Piano.

Abstract

Claims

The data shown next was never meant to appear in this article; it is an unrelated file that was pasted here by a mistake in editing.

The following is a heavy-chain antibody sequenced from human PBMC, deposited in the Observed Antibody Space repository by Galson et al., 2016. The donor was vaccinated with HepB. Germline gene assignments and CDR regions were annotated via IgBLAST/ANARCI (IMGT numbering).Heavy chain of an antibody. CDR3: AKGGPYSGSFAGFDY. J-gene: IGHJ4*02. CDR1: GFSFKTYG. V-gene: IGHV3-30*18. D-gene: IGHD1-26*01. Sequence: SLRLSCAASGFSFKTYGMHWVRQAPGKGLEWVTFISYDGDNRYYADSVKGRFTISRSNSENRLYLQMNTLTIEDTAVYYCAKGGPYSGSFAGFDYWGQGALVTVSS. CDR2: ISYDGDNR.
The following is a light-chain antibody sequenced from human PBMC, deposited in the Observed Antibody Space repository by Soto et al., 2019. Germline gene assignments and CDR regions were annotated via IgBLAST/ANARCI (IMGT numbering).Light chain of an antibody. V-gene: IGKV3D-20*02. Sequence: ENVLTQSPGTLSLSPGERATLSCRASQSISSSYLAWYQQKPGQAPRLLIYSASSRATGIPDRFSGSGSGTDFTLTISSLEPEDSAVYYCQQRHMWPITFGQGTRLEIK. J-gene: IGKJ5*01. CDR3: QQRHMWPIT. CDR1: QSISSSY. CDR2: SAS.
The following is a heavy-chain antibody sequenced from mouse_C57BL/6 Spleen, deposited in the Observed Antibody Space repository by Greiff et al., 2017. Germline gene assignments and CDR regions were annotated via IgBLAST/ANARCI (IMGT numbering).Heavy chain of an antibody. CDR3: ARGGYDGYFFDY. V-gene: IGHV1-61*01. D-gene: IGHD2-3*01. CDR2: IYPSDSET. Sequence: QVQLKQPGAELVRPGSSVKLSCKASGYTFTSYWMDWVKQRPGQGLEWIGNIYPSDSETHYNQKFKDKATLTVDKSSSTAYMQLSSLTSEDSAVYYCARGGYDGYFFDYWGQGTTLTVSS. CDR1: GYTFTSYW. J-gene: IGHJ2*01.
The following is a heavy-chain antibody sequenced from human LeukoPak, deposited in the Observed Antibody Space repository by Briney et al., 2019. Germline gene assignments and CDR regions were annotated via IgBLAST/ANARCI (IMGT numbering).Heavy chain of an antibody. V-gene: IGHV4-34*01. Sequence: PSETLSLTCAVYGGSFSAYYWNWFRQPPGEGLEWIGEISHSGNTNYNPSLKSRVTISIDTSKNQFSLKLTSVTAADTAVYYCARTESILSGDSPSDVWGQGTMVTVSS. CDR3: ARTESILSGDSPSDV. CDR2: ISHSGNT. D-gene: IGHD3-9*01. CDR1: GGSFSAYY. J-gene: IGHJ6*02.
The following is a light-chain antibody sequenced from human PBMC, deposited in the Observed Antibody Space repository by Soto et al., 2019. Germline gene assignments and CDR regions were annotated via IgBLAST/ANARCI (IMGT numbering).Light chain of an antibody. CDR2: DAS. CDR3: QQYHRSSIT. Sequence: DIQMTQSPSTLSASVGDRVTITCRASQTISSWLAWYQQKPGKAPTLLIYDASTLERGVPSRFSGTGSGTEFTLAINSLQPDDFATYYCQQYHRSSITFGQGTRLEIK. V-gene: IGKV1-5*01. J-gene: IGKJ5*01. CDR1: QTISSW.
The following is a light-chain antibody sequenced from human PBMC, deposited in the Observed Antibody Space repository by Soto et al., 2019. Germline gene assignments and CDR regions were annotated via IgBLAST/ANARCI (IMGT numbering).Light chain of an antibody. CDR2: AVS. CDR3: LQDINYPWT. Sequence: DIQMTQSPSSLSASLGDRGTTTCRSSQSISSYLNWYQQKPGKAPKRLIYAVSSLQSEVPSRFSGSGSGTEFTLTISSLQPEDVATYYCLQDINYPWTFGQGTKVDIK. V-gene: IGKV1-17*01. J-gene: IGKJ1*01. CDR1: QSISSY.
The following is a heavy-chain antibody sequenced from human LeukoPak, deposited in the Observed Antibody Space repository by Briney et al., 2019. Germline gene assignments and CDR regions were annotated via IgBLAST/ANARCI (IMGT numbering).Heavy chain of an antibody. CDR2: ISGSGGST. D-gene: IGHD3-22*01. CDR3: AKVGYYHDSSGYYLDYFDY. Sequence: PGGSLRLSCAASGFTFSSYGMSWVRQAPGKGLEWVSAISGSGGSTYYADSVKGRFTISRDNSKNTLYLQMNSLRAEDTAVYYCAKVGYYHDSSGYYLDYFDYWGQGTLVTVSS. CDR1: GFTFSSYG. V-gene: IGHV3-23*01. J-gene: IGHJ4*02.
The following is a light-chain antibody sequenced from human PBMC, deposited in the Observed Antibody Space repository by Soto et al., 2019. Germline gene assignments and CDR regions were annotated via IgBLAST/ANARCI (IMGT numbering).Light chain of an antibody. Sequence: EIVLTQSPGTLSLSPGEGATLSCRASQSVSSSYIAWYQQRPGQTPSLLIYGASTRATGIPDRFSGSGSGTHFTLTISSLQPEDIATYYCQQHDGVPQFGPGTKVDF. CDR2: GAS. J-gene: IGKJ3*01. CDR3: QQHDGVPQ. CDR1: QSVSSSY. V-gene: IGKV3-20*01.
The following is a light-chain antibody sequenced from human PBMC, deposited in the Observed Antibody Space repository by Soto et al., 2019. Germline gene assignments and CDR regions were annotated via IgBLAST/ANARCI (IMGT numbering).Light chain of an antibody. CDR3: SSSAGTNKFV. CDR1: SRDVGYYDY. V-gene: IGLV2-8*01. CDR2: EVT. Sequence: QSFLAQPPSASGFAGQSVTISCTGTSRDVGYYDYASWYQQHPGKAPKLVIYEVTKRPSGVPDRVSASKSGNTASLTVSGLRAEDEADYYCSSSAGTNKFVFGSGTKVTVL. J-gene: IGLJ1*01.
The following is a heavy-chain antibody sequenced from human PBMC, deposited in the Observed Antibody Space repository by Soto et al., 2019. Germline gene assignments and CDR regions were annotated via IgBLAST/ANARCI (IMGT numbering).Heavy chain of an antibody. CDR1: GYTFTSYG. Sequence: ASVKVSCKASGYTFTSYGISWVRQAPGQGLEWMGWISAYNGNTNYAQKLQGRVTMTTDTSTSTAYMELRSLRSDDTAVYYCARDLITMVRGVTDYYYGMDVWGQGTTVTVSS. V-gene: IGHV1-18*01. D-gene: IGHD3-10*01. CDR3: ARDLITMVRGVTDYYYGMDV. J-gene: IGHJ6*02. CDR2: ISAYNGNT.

Patented Oct. 23, |900. G. B. DURKEE. No. 6mes. PIANO. (Application led Jan. 19, 1900.\ (No Model.) [N VEN TOR. WJTNESSES WM ATTORNEYS rn: mams Pinus cd, mo'roumo.. wAsmNmnu, n. c, N0. 660,|83. Patented 061:. 23, |900. G. B. DUHKEE. PIANO. (Application led Isn. 19, 1900.) (No Model.) 2 Sheets-Sheet 2. ` WITNESSES f VENTOR. . Mami WM Ln/Sami, A TTORNE Ys UNTTED STATES PATENT OEEICE. GEORGE B. DURKEE, OF CHICAGO, ILLINOIS. PIANO. SPECIFICATION forming part of Letters Patent No. 660,183, dated october 2s, 190e. Application ile January 19, 1900. .'lcrial No. 1.974. (No model.) To all whom t may concern: Be it known that I, GEORGE B. DU'RKEE, a citizen of the United States, residing in Chicago, in the county of Cook and State of Illin'ois, have invented a new and useful Improvement in Pianos, of which the following is a specification. My invention relates to improvements in pianos. IfIeretofore in the construction of pianos the strings have been customarily strung on or over a heavy strong cast-iron or other metal plate weighing from one hundred and fifty to two hundred and fifty pounds or more and to which the opposite ends of the strings are connected either directly or through the customary wooden pin-block which ordinarily abuts against one edge of the metal plate, this strong heavy metal plate bein g calculated to resist and serving to resist the enormous aggregate strain of the multitude of strings, and the connection between the strings and the sounding-board (through which all the tone is ultimatelydeveloped and which heretofore has ordinarily been made quite thin, generally about three-eighths of an inch in thickness) has been simply thro ugh the bridge or bridges connected to the sounding-board and over which the strings pass and against which they exert, at least when the piano is new, a light pressure at right angles to the plane of the sounding-board and to the direction of the strain of the strings, the strings and sounding-board being substantially parallel to each other. In this old construction where the thin sounding-board is subjected to a slight pressure from the strings in a direction at right angles to its plane, owing to the nature of the pressure and the fact that it is always in one direction, the soundingboard frequently finally gives up under this pressure in one direction and the rapid vibrations of the strings until there is little or` no pressure of any kind of the strings upon the sounding-board, which condition results in a very thin unsatisfactory sound, and for the same reason pianos of this old construction instead of improving with age and use speedily deteriorate and are comparatively short-lived, especially when subjected to anything like constant use. The object of my invention is to provide a piano of a simple, efficient, and durable conL struction which will produce a more mellow tone and superior results to those heretofore in use and which at the same time will tend to improve in quality and tone from age and use instead of deteriorating and in which also the cost of construction is materially lesscned. A further object is to lessen the weight of the piano and to greatly facilitate its portability. These important objects or results, I have discovered, may be accomplished (and I have so demonstrated by experiment) by combining with a thick sounding-board strings strung directly on the board-that is to say, so that the entire tension and strain of the strings is exerted directly upon the sounding-board itself, so that the sounding-board, as well as the strings, is kept constantly under tension or strain. By this 'direct combination of the strings with the sounding-board I find by actual experiment and demonstration that the tone of the piano is greatly improved in volume and quality over that produced by the old construction and that a much better and mellower effect is also produced, while at the same time, remarkable as it may seem, the instrument will stand or remain much more perfectly in tune and for a much greater length of time than is the case with the old construction of pianos, and my experiments also tend to indicate that my vnew construction of piano does and will grow better and better in tone and quality with age instead of tending to deteriorate. In practicing myinvention I employ a much thicker sounding-board and provide it with larger ribs than have heretofore been considered possible in piano construction to enable it to properly withstand the enormous combined tension of the strings, and I combine all the strings with the sounding-board itself through the pin block, which abuts against one edge of the board and the bridge or bridges, which are connected directly to the board at the opposite ends of the strings, so that the entire strain and tension of the strings is brought to bear directly on the sounding-board itself, where all tone-vibrations are lfinally developed. My soundingboard is thus itself maintained under the enor- IOO mous aggregate compression tension of the numerous strings, thus givingit a wonderful tonal capacity. In practicing my invention the soundingboard is preferably made from ive-eighths of an inch to one inch in thickness, and the strengthening-ribs with which it is provided at intervals I ordinarily make from iive-eighths of an inch to one inch or more in thickness. In the accompanying drawings, which form a part of this specification, Figure lis a plan view of a piano sounding-board and strings embodying my invention. Fig. 2 is a vertical section on the line a; of Fig. l. Figs. 3, 4, 5, and 6 are enlarged detail sections on lines 3 3, et 4, 5 5, and G 6 of Fig. l, respectively; and Fig. 7 is an enlarged detail plan View of a portion of the spring-bridge which is secured to the sounding-board. In the drawings, A represents the frame of the piano or a portion thereof. B is a thick sounding-board, the same being preferably about three-fourths of an inch in thickness and provided with a series of heavy strengtheningribs Z1 on its back side and extending in a diagonal direction across the board and parallel to each other. The sounding-board is also provided with transverse ribs 1)', extending, preferably, at right angles to the ribs b. The ribs l) are preferably about an inch thick and about the same in width. C is the wooden pin-block, the same being of any usual or customary construction. One edge of the sounding-board abuts directly against this pin-block. D D' Dzare the strings, the same being all connected at one end to the pin-block C by the customary wrist-pins C. F and F are the bridges. The main or central bridge F extends centrally and diagonally across the sounding-board and transversely tothe ribs b and is preferably curved about as illustrated in the drawings. The lower bridge Fl, to which the spring-bridge F2 is attached, extends across the corner of the board and is preferably curved about as illustrated in the drawings. The bridges F F are securely glued tothe sounding-board, and the spring-bridge Fgand bridge F are in addition secured together and to the sounding-board by carriage-bolts fand wood-screwsf, which are set at an angle and furnished with tapering washers f2, the screws and bolts being inclined in the direction of the strain of the strings on the spring-bridge, so that the tension of the strings will tend to compress the bridges and sounding-board more tightly together instead of to pull them apart, as would be the case if the screws and bolts were inclined in the opposite direction or set atright angles to the plane of the sounding-board. I also employ blind dowel-pins f3 to give additional security to these parts. The covered strings D, which constitute the overstrung portion of the instrument, are connected at one end, as before stated, to the pin-block and at their opposite eye ends to the spring-bridge F2, which is provided with slots flto receive the twisted eye endsd of the strings, through which eye ends the holdingpins d are inserted, as shown, for example, in Figs. I, 6, and 7. The plain steel strings D', covering the middle section of the instrument, are passed over the bridge F and through small holes h2 in the sounding-board B and through a hard-wood strip G, glued to the back side of the sounding-board, and around the metal pin g and back through a contiguous hole in the sounding-board, thus making two strings. In case a single string is required an eye is twisted on its end through which the pin is inserted, the single string passing through a single hole at the back of the bridge, as before described. As shown in Fig. e, the string D/ is passed around under the head of an inclined wood-screw j", by which the bridge F is secured tothe sounding-board,such wood-screws being inserted at the intersection of the bridge F with the ribs Z2. This method of securing the end of the stri ng may be employed at any point on the bridge, but is particularly applicable at the points where the ribs hintersect the bridge and renders it unnecessary to pass the strings through the sounding-board and rib. The strings D2 of the upper register I prefer to pass over the bridge F, as illustrated in Fig. 3, and secure their ends to the soululingboard by inclined wood-screws 7L 7L, which pass through hard-wood strips H II on opposite sides of the sounding-board and which extend parallel to the bridge F. These hardwood strips I-I HT, which run parallel with the bridge F, form additional strengthening-ribs for the sounding-board and support this portion of the board, where the strings are short, numerous, and close together, in such manner as to assist greatly in bringing out the higher tones of the instru ment. In Fig. l of the drawings I have, for sake of clearness, omitted all the strings of each set D, D', and D2 except a few of the marginal ones of each set. In Fig. 2 of the drawings I have shown a hard-wood strip K, which, il' preferred, may be placed on the opposite side of the sounding-board from the spring-bridge F2 throughout a portion or a whole of the lengt-h ol the spring-bridge. I nd in constructing a piano soundingboard in this way and combining` the strings therewith in this manner that the downward pressure of the strings upon the board immediately in front of the bridge is counteracted or counterbalanced by an upward pressure directly behind said bridge, which serves to keep the sounding-board practically in its originalposition, whereas in the old constructi0n,where the strings were hitched to a metal plate or frame, distinct and separate from the soundingboard, and allowed to produce a pressure in one direction only on the sounding-board, Which Was made thin, the sounding-board Would sooner or later give way slightly under the pressure, and thus leave the strings and sounding-board practically separate from and uncombined With each other and resulting in a very unsatisfactory and insufficient tone. As will be readily understood from Figs. 2, 5, and 6, the component of force or pressure of the strings toward and upon the soundingboard at and through the bridge is counteracted or counterbalanced by the component of force or pressure in the opposite direction of the strings upon the board at the point back of the bridge Where the strings are attached to the board, as action and reaction are of course equal and as the strings arel strung upon the sounding-board itself. In my invention, as my thick heavily-ribbed sounding board is combined with strings strung directly thereon and exerting their tension on the board in the direction of its plane, the sounding-board itself, as Well as the strings, is maintained under constant tension or strain and is peculiarly adapted to give out full, mellow, and resonant tones in great volume and with peculiar sweetness and perfection, and, strange as it may seem, I have found by extensive experiments that my thick heavily-ribbed soundingboard, combined With strings strung directly upon it or so as to exert their tension directly upon it, is not only capable of producing the most delicate tones, as Well as much greater volume and perfection in quality, but it also successfully Withstands the enormous aggregate strain and tension of the multitude of strings Without giving Way or getting out of shape, and that the instrument is also much less liable to get out of tune than in pianos of the old con struction. My new piano is also much less in Weight, as I entirely dispense' with the heavy cast-iron or metal plate heretofore generally used. In pianos constructed according to my invention, wherein one end of the strings is secured to bridges attached to one side or face of the board, the anchorage of one end of the strings is on the vibratorj,7 board itself, and the strings are thus all free to vibrate and for this reason produce much superior tones to strings Which simply pass over the bridge and are anchored or connected to a rigid castiron plate. In the drawings I have for convenience illustrated my invention as applied to an upright piano; but it Will be understood by those skilled in the art that it is also applicable to grand pianos. I claim- 1. A piano having no string-frame or met-al plate to resist the tension of the strings, and comprising in combination a thick soundingboard, strings strung on the board itself on one side thereof and exerting their tension or strain thereon in the direction of its plane, substantially as specified. 2. A piano having no string-frame or metal plate to resist the tension of the strings, and comprising in combination a piano pin-block, a thick sounding-board abutting at one edge against the pin block, and provided With bridges, and strings secured at one end to the pin block and at their other ends to the bridges on the sounding-board, said strings exerting their strain and tension directly on the sounding-board in the direction of its plane, substantially as specified. 3. A piano having no string-frame or metal plate to resist the tension of the strings, and comprising in combination a thick, heavily-y ribbed, sounding-board, strings strung directly upon the board itself and exerting their tension thereon in the direction of its plane, one part or series of said strings extending across the board at an angle to another part or series thereof, substantially as specified. e. In a piano the combination With a thick sounding-board having parallel ribs extending diagonally across the board, of a series of strings D strung across the board at an angle to said ribs, and a series of strings D D2 strung across the board at an angle to said strings D, all of said strings exerting their strain or tension upon the board itself, substantially as specified. 5. The combination with a pin-block, of a thick, heavily-ribbed sounding-board abutting at one edge against the pin-block, and provided with bridges F, FQ and springbridge F2, of a series of strings Dsecured at one end to the pin-block and at the other end to said spring-bridge, and a series of strings D' secured at one end to the pin-block and at the other to said bridge F, and a series of strings D2 secured at one end to the pin-block extending over said bridge F, and secured at their opposite ends to strips H I-I' secured to the sounding-board,substantially as specified. G. The combination With a pin-block, of a IOS IIO thick, heavily-ribbed sounding-board abutting at one edge against the pin-block, and provided with bridges F, F', and spring-bridge F2, of a series of strings D secured at one end to the pin-block and at the other to said springbridge, and a series of strings D secured at one end to the pin-block and at the other to said bridge F, and a series of strings D2 secured at one end to the pin-block extending over said bridge F, and secured at their opposite ends to strips II II secured to the sounding-board, said strings D passing through holes in the sounding-board, substantially as specified. 7. In a piano, the combination With a thick, heavily-ribbed sounding-board,of a pin-block abutting against the sounding-board at one edge, a central bridge F, an outer bridge F having spring-bridge F2 secured thereto by inclined bolts or screws, and a series of strings D secured at one end to the pin-blocks passing over the central bridge F, and secured at their opposite ends to said spring-bridge, substantially as specied. S. In a piano, the Combination With the pinblook, of a thick, heavily-ribbed soundingboard, a bridge F secured to the soundingboard, and strings D secured at one end to the pin-block and at their opposite ends passing over said bridge and through holes in the sounding-board, and provided with eyes, and pins passing through the eyes, substantially as specified. 9. A piano having no string-frame or metal plate to resist the tension of the strings, and comprising in combination a piano pin-block, a thiclgheavilynibbed,sounding-board under the compression strain in the direction of its plane of the tension of its strings, a bridge F secured thereto, and strings D2, secured at one end to the pin-block and at their other ends passing over said bridge and secured to GEORGE B. DURKEE. lfitnesses: I-I. M. MUNDAY, L. E. CURTIS.